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180 China Review International: Vol. 1, No. 2, Fall 1994 that appear in the book. The author offers no explanation as to why the Press chose not to provide a glossary. 2.Wan Kuang-chi, Hanfu t'ung-lun (Ch'eng-tu: Pa-shu shu-she, 1989), pp. 309-316. 3.See Chung-kuo ku-tien wen-hsüeh yen-chiu nien-chien: 1984 (Shanghai: Shanghai Ku-chi ch'u-ban she, 1987), p. 8, $ $ ® Perry Link. Evening Chats in Beijing: Probing China's Predicament. New York: W W Norton & Company, 1992. xiv, 321 pp. Hardcover $24.95. "Chats" can cover anything under the sun and "evening chats" even more so. The main title of this book suggests that its readers are in store for some lighthearted, lively, and entertaining stuff. This, however, is only half fhe truth. The other, more important half is conveyed by fhe subtitle: Probing China's Predicament, which necessarily calls for serious, intense thinking and qualified scholarship. It is to the author's credit that he manages to fuse the two qualities in one book. The fusion is evident throughout the whole book, but first of all it is manifested in the very choice of the main title itself: Evening Chats in Beijing. For several reasons the deceptively lighthearted tide carries a heavy and even tragic weight for those familiar with Chinese history and culture. First, it is chosen purposely by the auAior in reminiscence of a courageous writer named Deng Tuo. Deng, then editor of the Communist Party's major organ People's Daily, was driven to suicide in 1966 for daring to challenge Mao Zedong's authority with a collection of erudite essays titled "Evening Chats in Yanshan [another name for Beijing] ." Moreover, the personal persecution of Deng was used by Mao to trigger the Cultural Revolution, perhaps the greatest tragedy ever experienced by the Chinese people. The tragic death of a man of courage and independent thinking coupled with Aie vast historical tragedy it helped to foment lends to the book's title an underlying tone of brooding and sobriety typical of the book as a whole. Second, as Aie author stresses, in the historical context of post-Mao China, "evening chats" was not simply a distinct form of conversation, but more important , it represented a distinct language, the "unofficial language," as the author terms it, that challenged the hegemony of the "official language" set up during the Mao era. The discussion of the division and interplay between "official" and "unofficial " modes of discourse in this book constitutes what another reviewer, Timothy Tung, describes as a "gem,"1 the craftsmanship of which requires a deft mastery of the Chinese language. "Chats" were thus not merely a form of"private" conversation. As a distinct "language game," they became a distinct "form of life," Reviews 181 terms it, that challenged Aie hegemony ofAie "official language" set up during the Mao era. The discussion ofthe division and interplay between "official" and "unofficial" modes of discourse in this book constitutes what another reviewer, Timothy Tung, describes as a "gem,"1 the craftsmanship ofwhich requires a deft mastery of the Chinese language. "Chats" were thus not merely a form of "private " conversation. As a distinct "language game," they became a distinct "form oflife," to borrow from Wittgenstein.2 The "chat" in fact turned into a special mode of"public" discourse, an "open" political and cultural forum that competed witii Aie official discourse for symbolic influence. With the loosening ofpolitical control in the eighties this "unofficial" discourse continued to expand. Furthermore, Aie drive for expansion was fueled by a culturally entrenched, unAagging sense of "moral-social responsibility " unique to Chinese intellectuals. By engaging himself in this special kind of "evening chats," the author managed to probe to a considerable degree the predicament and destiny of China as seen by some ofher most brilliant and sensitive minds. The following passage shows how the author tried to penetrate what he calls elsewhere "China's 'core' problem,"3 which is also the Aieme ofthe book.4 The "unofficial" sphere [of discourse] grew ever larger as the intellectuals I encountered got to know me better. It struck me that Chinese scholars in...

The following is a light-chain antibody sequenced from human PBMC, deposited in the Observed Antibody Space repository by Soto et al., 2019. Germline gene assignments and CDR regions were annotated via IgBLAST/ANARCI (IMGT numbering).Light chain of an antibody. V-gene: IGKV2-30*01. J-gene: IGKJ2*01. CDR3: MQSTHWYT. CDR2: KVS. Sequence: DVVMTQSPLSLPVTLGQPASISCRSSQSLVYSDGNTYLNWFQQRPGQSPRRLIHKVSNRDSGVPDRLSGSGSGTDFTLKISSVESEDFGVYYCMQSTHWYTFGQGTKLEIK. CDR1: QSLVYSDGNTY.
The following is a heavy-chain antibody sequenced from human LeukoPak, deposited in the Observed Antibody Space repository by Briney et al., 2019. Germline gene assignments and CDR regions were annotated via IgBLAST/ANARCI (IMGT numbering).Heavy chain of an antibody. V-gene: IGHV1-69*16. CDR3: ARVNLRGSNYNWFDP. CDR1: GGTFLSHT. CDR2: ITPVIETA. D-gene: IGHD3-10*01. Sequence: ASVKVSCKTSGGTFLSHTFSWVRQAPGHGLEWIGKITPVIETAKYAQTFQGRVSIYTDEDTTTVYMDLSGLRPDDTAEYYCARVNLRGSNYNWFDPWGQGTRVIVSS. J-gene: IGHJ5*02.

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Additional Information

ISSN
1527-9367
Print ISSN
1069-5834
Pages
pp. 180-192
Launched on MUSE
2011-03-30
Open Access
No
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